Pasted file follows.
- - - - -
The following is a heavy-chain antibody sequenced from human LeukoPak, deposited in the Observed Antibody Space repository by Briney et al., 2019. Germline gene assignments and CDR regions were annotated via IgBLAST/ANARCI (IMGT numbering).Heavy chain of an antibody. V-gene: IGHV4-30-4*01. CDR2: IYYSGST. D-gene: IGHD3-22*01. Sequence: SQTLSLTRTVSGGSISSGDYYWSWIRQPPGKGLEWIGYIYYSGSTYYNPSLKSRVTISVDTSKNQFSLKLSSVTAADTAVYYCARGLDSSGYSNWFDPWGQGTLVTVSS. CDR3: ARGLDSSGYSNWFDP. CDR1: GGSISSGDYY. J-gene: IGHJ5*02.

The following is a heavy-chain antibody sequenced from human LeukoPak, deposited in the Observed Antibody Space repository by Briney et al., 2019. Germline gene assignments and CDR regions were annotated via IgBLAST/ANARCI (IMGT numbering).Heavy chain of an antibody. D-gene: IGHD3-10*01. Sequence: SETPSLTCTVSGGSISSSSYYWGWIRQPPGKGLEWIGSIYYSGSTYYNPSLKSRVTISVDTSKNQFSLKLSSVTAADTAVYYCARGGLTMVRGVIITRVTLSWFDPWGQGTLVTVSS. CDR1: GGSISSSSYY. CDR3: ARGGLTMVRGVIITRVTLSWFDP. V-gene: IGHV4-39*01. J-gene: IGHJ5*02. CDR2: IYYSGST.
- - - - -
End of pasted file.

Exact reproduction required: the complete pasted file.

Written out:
The following is a heavy-chain antibody sequenced from human LeukoPak, deposited in the Observed Antibody Space repository by Briney et al., 2019. Germline gene assignments and CDR regions were annotated via IgBLAST/ANARCI (IMGT numbering).Heavy chain of an antibody. V-gene: IGHV4-30-4*01. CDR2: IYYSGST. D-gene: IGHD3-22*01. Sequence: SQTLSLTRTVSGGSISSGDYYWSWIRQPPGKGLEWIGYIYYSGSTYYNPSLKSRVTISVDTSKNQFSLKLSSVTAADTAVYYCARGLDSSGYSNWFDPWGQGTLVTVSS. CDR3: ARGLDSSGYSNWFDP. CDR1: GGSISSGDYY. J-gene: IGHJ5*02.

The following is a heavy-chain antibody sequenced from human LeukoPak, deposited in the Observed Antibody Space repository by Briney et al., 2019. Germline gene assignments and CDR regions were annotated via IgBLAST/ANARCI (IMGT numbering).Heavy chain of an antibody. D-gene: IGHD3-10*01. Sequence: SETPSLTCTVSGGSISSSSYYWGWIRQPPGKGLEWIGSIYYSGSTYYNPSLKSRVTISVDTSKNQFSLKLSSVTAADTAVYYCARGGLTMVRGVIITRVTLSWFDPWGQGTLVTVSS. CDR1: GGSISSSSYY. CDR3: ARGGLTMVRGVIITRVTLSWFDP. V-gene: IGHV4-39*01. J-gene: IGHJ5*02. CDR2: IYYSGST.